The US should either prosecute the detainee in US federal court if there is evidence he committed a crime, or release him, Human Rights Watch said.

“The US should not be transferring anyone to a country where they face a risk of torture or ill-treatment,” said Laura Pitter, senior US national security counsel at Human Rights Watch. “The detainee has the right to contest his transfer to Saudi Arabia, Iraq, or any other country where he might face torture.”

The US government has been holding the prisoner, a dual US and Saudi citizen identified only as “John Doe” in court papers, at an undisclosed military prison in Iraq since he surrendered to US-allied forces in Syria in September 2017. According to media reports and court filings, the US suspects the detainee of being a low-level fighter with the Islamic State (also known as ISIS). In court filings the detainee disputes this, asserting he travelled to Syria to report on the conflict but was kidnapped and imprisoned by ISIS and tried numerous times to escape. The US has not publicly charged him with a criminal offense. The April 17 notice was filed in US Federal Court for the District of Columbia indicating that it intended to transfer him to an undisclosed country within the next 72 hours. 

The US initially contested attempts to permit the detainee access to a lawyer but after the American Civil Liberties Union (ACLU) sued, a US federal court ordered the government to permit the ACLU access. The ACLU challenged his detention in court ever since, as well as the government’s ability to transfer him to another country. On January 23, US District Court Judge Tanya Chutkan ordered the US government to give the court 72 hours’ notice if it intended to transfer the prisoner, which would permit the ACLU to file an emergency motion to block the transfer, which it did on April 18

The United Nations Convention against Torture, which the US ratified in 1994, prohibits transferring anyone to the custody of another country where there are substantial grounds for believing that the individual would be in danger of being subjected to torture or other ill-treatment.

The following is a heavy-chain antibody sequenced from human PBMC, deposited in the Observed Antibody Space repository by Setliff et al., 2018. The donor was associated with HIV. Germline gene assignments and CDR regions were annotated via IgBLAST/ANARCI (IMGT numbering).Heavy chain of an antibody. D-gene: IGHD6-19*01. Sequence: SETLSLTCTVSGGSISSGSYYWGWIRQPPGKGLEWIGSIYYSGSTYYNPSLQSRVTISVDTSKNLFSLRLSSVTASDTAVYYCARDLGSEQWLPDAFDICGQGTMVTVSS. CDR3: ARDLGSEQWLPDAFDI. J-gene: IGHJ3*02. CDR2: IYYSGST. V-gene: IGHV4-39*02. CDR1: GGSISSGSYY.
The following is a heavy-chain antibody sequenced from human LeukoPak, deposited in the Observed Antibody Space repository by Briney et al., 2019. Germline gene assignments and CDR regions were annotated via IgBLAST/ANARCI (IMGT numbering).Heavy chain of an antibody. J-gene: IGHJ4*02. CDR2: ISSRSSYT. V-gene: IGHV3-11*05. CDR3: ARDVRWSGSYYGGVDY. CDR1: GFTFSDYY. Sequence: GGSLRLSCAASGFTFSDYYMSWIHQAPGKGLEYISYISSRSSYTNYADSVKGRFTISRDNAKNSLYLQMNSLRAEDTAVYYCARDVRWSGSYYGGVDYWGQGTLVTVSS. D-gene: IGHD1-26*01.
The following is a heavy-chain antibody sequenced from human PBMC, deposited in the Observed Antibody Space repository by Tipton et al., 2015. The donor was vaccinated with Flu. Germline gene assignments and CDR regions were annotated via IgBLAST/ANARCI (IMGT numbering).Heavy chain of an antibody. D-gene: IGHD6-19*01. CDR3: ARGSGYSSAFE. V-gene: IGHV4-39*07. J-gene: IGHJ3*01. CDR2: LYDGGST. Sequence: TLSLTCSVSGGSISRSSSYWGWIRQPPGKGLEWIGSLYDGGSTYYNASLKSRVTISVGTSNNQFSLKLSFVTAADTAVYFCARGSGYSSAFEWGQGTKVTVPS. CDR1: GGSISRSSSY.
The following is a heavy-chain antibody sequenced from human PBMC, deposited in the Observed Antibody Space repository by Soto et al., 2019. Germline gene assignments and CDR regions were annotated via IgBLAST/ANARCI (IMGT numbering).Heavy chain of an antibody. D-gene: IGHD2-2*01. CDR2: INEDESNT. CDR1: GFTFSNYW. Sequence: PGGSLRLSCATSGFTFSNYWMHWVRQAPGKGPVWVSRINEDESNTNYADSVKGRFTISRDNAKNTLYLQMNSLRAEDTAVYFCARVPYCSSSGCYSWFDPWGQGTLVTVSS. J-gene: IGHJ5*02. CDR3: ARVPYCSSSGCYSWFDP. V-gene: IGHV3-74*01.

In Saudi Arabia, Human Rights Watch has documented the use of torture in detention facilities. There have also been numerous cases in which criminal suspects alleged abuse in court. However, the courts, without investigating the claims, instead based convictions on allegedly coerced confessions. In Iraq, Human Rights Watch has documented a pattern of torture of captured extremist suspects, as well as sham trials followed by executions.

“It’s bad enough that the US has been detaining this individual for months, fighting his right to contest his detention and access to legal counsel,” Pitter said. “If the US now intends to transfer him to another country, it needs to make sure he won’t face a risk of torture and can challenge the transfer.”

Police in Armenia Detain Dozens of Demonstrators

Human Rights Watch - Thursday, April 19, 2018

Thousands of people continue to flood Armenia’s capital Yerevan, protesting the former president’s shift to the prime minister’s seat after his two terms as President finished. Opponents of Serzh Sargsyan see this as an attempt to hold onto power as the country moves to a new parliamentary system of governance. Sargsyan was officially approved as the new prime minister on Tuesday.


Protest against Armenia's ruling Republican party's nomination of former President Serzh Sarksyan as its candidate for prime minister, in Yerevan, Armenia April 13, 2018.

© 2018 Grigor Yeritsyan

The Yerevan demonstrations have been led by prominent opposition parliament member Nikol Pashinian. In acts of civil disobedience, the protesters have blocked government buildings in the city center and paralyzed major streets and bridges. The protests have been mostly peaceful, but brief clashes with police on April 16 left 46 people injured, including six policemen.

In recent days, police have rounded up scores of protesters throughout the city. Officials say they detained, and subsequently released, 87 demonstrators on April 18, 30 of whom face administrative charges. Of those not charged, it seems that police detained many of them not because of their own behavior but as witnesses in ongoing investigations into “holding rallies in violation of the established procedures,” or “participation in mass riots”. For example, a lawyer for 13 people held in Yerevan’s Erebuni police station told Human Rights Watch that her clients were detained around 11am on April 18, held for several hours, handed down summons and then questioned as witnesses in an ongoing investigation. Another lawyer shared a similar story of about 20 people being interrogated as witnesses in another precinct.

While police can detain protesters who commit wrongdoing, many of these detentions appear arbitrary, as the protesters seem to have done nothing but legitimately exercise their right to freedom of assembly. Under Armenian law, a witness can be detained for interrogation only if they fail to comply with summons to appear.  That was not the case for those detained at these protests. Armenian law also only allows detention for up to three hours before the detention has to be recorded or the person released, yet in some cases, police held detainees up to nine hours without doing so.